Architecture, Emergence, Order

Stephen Frith

    Research output: Contribution to journalArticle

    Abstract

    n response to Manuel DeLanda's “Emergence, Causality and Realism”, this essay discusses the relation between causes, and the telos , or right and good end of architecture and of the city. It takes as an historical exemplar Aristotle's understanding of the relation between causes, ends and emergence, or entelechy. The role of architecture as defining the conditions in which emergence can be represented is explored in relation to our inheritance of ancient Near Eastern creation mythologies. Here, architecture is pressed into service as the immanent representation of a transcendent and reciprocal order. In subsequent narratives of the heavenly city, as in the Temple of Marduk, or in the architectural vision of Ezekiel, emergent possibilities are cast as revelation, where ends and origins become conflated in architectural representation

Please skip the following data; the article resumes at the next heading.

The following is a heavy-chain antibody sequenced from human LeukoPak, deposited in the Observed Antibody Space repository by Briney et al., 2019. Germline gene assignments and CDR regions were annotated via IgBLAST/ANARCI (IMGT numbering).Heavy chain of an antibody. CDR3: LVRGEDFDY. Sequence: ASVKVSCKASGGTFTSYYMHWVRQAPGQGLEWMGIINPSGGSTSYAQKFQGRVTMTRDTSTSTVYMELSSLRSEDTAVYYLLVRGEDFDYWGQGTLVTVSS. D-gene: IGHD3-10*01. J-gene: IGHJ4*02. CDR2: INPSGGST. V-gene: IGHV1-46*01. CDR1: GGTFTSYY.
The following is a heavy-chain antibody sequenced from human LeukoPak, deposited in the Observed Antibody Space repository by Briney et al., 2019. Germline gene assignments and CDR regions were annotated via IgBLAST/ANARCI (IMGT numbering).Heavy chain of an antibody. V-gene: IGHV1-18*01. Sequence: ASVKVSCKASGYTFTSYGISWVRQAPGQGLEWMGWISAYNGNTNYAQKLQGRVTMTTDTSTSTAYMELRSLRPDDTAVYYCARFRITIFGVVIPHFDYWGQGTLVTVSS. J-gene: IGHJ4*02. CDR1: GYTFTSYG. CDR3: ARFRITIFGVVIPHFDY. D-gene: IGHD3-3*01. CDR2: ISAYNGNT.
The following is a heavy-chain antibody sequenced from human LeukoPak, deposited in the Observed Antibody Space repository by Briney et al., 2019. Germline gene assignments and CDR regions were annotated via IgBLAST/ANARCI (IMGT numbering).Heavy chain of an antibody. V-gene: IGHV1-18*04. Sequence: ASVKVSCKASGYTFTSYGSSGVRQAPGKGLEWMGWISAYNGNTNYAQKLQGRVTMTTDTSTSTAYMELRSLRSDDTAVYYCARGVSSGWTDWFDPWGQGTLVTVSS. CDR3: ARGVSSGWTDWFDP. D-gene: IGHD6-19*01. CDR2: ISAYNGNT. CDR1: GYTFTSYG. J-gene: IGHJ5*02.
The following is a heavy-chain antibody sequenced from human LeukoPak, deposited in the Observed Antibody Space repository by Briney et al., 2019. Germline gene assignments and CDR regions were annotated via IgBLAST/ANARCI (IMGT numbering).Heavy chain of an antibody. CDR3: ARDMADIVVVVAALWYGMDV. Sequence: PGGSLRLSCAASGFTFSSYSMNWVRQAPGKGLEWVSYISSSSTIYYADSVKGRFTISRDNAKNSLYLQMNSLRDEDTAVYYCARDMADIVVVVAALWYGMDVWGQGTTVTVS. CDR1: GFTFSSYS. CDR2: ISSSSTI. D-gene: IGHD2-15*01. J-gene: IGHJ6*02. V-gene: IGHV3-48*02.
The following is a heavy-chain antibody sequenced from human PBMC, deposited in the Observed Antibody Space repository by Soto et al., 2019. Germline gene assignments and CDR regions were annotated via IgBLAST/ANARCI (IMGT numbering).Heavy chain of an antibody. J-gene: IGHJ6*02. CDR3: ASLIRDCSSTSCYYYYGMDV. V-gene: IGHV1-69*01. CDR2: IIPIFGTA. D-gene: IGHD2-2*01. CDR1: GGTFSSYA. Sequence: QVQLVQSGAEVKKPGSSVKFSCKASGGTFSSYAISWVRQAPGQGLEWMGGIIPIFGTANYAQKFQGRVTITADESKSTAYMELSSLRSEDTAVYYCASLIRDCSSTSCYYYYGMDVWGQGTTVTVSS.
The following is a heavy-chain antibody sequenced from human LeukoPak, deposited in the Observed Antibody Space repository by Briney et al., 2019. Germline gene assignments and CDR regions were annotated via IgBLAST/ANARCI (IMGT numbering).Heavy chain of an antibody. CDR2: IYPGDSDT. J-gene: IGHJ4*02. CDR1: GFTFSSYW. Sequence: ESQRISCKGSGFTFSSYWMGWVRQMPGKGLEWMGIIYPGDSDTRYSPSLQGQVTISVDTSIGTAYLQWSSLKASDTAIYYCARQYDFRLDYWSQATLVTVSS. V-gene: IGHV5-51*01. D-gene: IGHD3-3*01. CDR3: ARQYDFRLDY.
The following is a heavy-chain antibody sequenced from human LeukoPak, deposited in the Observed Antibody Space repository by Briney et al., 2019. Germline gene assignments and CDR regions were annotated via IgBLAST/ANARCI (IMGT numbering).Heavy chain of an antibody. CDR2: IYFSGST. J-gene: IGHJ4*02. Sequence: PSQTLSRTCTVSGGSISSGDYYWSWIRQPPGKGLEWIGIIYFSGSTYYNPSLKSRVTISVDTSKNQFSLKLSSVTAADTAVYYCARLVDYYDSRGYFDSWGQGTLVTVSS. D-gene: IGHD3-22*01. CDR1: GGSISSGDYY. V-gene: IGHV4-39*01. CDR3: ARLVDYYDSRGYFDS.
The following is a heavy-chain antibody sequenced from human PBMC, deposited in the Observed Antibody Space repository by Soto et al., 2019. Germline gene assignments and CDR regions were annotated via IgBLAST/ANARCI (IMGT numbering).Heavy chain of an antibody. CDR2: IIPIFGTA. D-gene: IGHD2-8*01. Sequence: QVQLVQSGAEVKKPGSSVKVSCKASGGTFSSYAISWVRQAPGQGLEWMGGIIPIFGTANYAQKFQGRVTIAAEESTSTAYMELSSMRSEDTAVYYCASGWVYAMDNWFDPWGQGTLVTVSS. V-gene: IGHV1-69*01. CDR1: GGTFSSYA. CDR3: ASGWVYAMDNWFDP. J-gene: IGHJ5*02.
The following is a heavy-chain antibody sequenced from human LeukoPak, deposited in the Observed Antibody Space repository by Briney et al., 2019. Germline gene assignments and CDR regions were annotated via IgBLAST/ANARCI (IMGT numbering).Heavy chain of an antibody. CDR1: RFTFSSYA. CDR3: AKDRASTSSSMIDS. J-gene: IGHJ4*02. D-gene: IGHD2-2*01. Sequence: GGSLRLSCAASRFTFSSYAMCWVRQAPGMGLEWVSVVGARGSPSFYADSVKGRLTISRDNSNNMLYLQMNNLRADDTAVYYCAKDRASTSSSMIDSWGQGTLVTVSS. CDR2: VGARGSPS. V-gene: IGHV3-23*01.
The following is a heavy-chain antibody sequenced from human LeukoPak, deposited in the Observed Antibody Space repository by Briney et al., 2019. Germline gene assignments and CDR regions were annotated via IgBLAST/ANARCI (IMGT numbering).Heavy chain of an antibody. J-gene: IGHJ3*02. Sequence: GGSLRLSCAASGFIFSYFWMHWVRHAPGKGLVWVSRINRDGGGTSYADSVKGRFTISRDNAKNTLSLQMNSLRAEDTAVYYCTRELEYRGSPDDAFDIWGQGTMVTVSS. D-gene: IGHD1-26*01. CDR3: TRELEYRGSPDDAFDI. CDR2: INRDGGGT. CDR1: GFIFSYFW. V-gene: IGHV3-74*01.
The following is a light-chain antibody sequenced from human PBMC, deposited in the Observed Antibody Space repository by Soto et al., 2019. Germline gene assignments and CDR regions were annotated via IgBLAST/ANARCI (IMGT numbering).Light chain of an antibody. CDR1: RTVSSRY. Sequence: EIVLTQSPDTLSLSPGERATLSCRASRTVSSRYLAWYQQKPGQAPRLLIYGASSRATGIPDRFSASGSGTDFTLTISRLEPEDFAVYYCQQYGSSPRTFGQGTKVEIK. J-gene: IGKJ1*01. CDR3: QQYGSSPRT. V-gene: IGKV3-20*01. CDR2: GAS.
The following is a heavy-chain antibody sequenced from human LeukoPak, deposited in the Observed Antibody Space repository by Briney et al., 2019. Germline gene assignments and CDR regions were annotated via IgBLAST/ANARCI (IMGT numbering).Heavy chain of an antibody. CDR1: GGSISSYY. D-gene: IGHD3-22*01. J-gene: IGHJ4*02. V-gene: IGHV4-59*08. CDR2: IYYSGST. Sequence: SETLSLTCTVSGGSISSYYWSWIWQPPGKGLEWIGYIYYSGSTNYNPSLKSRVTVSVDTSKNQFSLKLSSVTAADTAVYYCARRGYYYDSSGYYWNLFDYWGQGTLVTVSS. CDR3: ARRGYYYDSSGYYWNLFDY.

Original languageEnglish
    Pages (from-to)17-26
    Number of pages10
    JournalArchitectural Theory Review
    Volume17
    Issue number1
    DOIs
    Publication statusPublished - 2012

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    Causes
    Mythology
    Marduk
    Transcendent
    Realism
    Revelation
    Telos
    Temple
    Causality
    Aristotle

    Cite this

    Frith, Stephen. / Architecture, Emergence, Order. In: Architectural Theory Review. 2012 ; Vol. 17, No. 1. pp. 17-26.
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    Architecture, Emergence, Order. / Frith, Stephen.

    In: Architectural Theory Review, Vol. 17, No. 1, 2012, p. 17-26.

    Research output: Contribution to journalArticle

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